Two Wisconsin Supreme Court justices on Tuesday grilled paint manufacturers on why a Milwaukee woman should not be allowed to sue them over the lead paint she was exposed to as a child.
Yasmine Clark, a Milwaukee resident, filed the suit in 2006 alleging that she had been seriously harmed by lead paint she was exposed to in the homes she had lived in when she was 2 and 5 years old. Among the defendants named in her legal action were several paint manufacturers.
A Milwaukee trial court sided with Clark, and the paint manufacturers appealed. The Court of Appeals asked the Supreme Court last year to settle the matter once and for all.
The defendants are contending, among other things, that Clark cannot sue because her claims originate in exposure that occurred in 2003, two years before the Wisconsin Supreme Court handed down its landmark decision in Thomas v. Mallet. That pivotal case assigned liability for harmful exposure according to a paint manufacturer’s share of a given market at the time a plaintiff was injured. Critics contended it made plaintiffs no longer responsible for showing that the harm they suffered resulted from paint made by the particular manufacture they are suing.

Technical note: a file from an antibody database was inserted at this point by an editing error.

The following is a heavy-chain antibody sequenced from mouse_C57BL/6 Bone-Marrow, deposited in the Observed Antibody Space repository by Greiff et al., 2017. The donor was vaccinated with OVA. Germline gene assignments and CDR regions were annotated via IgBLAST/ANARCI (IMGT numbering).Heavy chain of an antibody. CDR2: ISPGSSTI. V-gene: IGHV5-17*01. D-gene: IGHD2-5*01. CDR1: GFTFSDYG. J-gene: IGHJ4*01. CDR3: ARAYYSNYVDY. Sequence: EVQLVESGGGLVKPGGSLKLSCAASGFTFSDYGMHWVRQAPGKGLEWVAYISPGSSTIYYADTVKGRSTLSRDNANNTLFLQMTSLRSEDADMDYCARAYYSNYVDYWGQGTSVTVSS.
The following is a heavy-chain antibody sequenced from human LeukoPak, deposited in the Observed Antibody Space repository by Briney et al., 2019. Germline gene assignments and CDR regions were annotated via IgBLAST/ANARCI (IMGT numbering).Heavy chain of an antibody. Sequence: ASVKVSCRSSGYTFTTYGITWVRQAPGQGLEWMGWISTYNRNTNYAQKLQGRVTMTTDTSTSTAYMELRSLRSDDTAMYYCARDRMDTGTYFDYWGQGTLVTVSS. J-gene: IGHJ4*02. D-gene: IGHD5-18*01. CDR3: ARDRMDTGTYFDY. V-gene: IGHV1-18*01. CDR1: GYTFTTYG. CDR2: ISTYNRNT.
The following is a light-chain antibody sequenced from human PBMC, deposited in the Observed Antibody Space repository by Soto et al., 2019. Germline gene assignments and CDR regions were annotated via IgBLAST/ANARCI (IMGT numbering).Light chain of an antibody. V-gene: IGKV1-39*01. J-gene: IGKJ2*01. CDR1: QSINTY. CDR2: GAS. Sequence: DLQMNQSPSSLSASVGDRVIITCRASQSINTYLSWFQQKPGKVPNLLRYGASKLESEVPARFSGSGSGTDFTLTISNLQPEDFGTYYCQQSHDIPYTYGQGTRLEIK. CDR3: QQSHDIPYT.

However, two justices on the state’s high court on Tuesday appeared not to buy the paint companies’ arguments. Justice Shirley Abrahamson said that Thomas, like all the court’s decisions, was retroactive and should apply in Clark’s case even though her initial exposure came two years earlier.
Chief Justice Pat Roggensack noted that Thomas was also alleging that she was harmed by lead paint in 2006 — a year after the Thomas decision was handed down.
Deputy Solicitor General Luke Berg, representing Attorney General Brad Schimel, appeared before the court on Tuesday to defend the constitutionality of a law the state Legislature passed in 2013 to place constraints on lead paint lawsuits. That 2013 legislation was meant to make a separate law passed in 2011 apply retroactively to lead paint cases. That 2011 law in effect nullified the Thomas decision.
Berg argued that the Legislature, in undoing the Thomas decision, was upholding 100 years’ worth of common law concerning liability cases.